Study: Obama Got Most Late-Night Talk Show Jabs in 2011

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Barack Obama got it hardest from late-night talk show hosts in 2011. According to a study published by George Mason University’s Center for Media and Public Affairs, the president was the No. 1 target of the three leading late-night comics—Jay Leno, David Letterman, Jimmy Fallon—in politically-themed segments and opening monologues, accounting for a grand total of 342 jokes made at Obama’s expense.

Here’s a decent example:

A similar study was conducted by the CMPA in 2010, which found that, between January 2 and Labor Day, “President Barack Obama [topped] the joke tally with 309, over twice as many as the two prominent Republican politicians who follow him—Sarah Palin with 137 jokes and George W. Bush with 132.”

Just for a frame of reference, the runner-up for the title of 2011’s top writers-room victim was former congressman Anthony Weiner, who found himself on the butt end of 220 jokes. (To be fair, though, it’s not like Weinergate was in the news for all of 2011.) Also, Obama took the Tonight Show-Late Show-Late Night guff more often than Moammar Qaddafi, Newt Gingrich, and Mitt Romney combined (121, 110, and 79, respectively). Here are the top 20:

1. Barack Obama – 342

2. Anthony Weiner – 220

3. Herman Cain – 191

4. Rick Perry – 186

5. Osama bin Laden – 172

6. Arnold Schwarzenegger – 142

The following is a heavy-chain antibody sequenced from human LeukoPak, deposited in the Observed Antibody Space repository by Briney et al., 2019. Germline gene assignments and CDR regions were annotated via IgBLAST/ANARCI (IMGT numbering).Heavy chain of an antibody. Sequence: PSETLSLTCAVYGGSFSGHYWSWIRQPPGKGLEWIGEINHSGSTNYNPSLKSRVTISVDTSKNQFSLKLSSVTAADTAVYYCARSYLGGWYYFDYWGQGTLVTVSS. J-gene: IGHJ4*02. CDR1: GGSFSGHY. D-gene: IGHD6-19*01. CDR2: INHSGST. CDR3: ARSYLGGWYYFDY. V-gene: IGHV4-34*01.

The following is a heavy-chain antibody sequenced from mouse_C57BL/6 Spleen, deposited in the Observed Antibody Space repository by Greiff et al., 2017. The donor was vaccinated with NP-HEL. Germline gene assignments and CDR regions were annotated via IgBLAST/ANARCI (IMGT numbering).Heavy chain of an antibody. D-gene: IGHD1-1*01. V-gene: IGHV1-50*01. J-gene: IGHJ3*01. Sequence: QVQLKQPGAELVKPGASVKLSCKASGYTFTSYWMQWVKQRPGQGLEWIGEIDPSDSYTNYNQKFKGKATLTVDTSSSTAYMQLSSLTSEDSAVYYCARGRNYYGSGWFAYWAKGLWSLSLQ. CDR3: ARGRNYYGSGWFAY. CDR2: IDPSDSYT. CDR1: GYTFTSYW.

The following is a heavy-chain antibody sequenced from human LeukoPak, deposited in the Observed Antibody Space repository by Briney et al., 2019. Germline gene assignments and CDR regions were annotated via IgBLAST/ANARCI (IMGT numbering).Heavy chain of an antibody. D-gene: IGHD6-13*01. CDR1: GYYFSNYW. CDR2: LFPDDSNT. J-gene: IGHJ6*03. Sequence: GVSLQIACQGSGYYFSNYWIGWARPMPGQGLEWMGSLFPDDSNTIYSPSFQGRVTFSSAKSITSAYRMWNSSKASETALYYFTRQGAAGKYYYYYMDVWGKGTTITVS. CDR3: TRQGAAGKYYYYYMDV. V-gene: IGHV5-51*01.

7. Michele Bachmann – 128

8. Donald Trump – 122

9. Moammar Qaddafi – 121

10. Newt Gingrich – 110

11. Sarah Palin – 109

12. Joe Biden – 82

13. Mitt Romney – 79

14. Chris Christie – 71

15. John Boehner – 69

16. Dick Cheney – 66

17. George W. Bush – 36

18. Rupert Murdoch – 30

19. Rod Blagojevich – 24

20. Michael Bloomberg and Hosni Mubarek – 22

It’s not all bad news for the president: The study does show that the talk show hosts took swipes at Republicans nearly three times as often as they lampooned Democrats. Furthermore, Obama’s tally is well below that of presidents Bill Clinton or George W. Bush, both of whom maintained yearly averages of 500+ talk show swipes while in office.

So really, numbers like this are to be expected. The president is clearly the most visible of any of the figures on the list, and it’s generally easier to deliver stand-up on American politicos than it is to make light of headlines regarding mass murderers like Qaddafi or Bin Laden. (As the Center noted, “[t]he President of the United States usually leads the list of joke targets by virtue of making news so often.”) But will these numbers help to debunk the silly notion on the right that the media and entertainment world is in the business of “protecting” Barack Obama?

Honestly, I wouldn’t hold your breath.

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Fact:

In-depth journalism that investigates the powerful takes real money and is so damn important right now.But it doesn’t take a Mother Jones investigation to know that billionaires and corporations will never fund the type of reporting (like they do politicians) we do that exists to help bring about change. Instead, our mission-driven journalism is made possible by people power, and has been for 46 years now since our founding as a non-profit.

In “TITLE TK” Monica Bauerlein writes about the perilous moment we’re in, and why it’s so important that we raise $325,000 by the time November’s midterms are decided so we can be ready to throw everything we have at the big issues facing the nation no matter what happens. Please help MoJo’s people-powered journalism with a donation today.

$400,000 to go!

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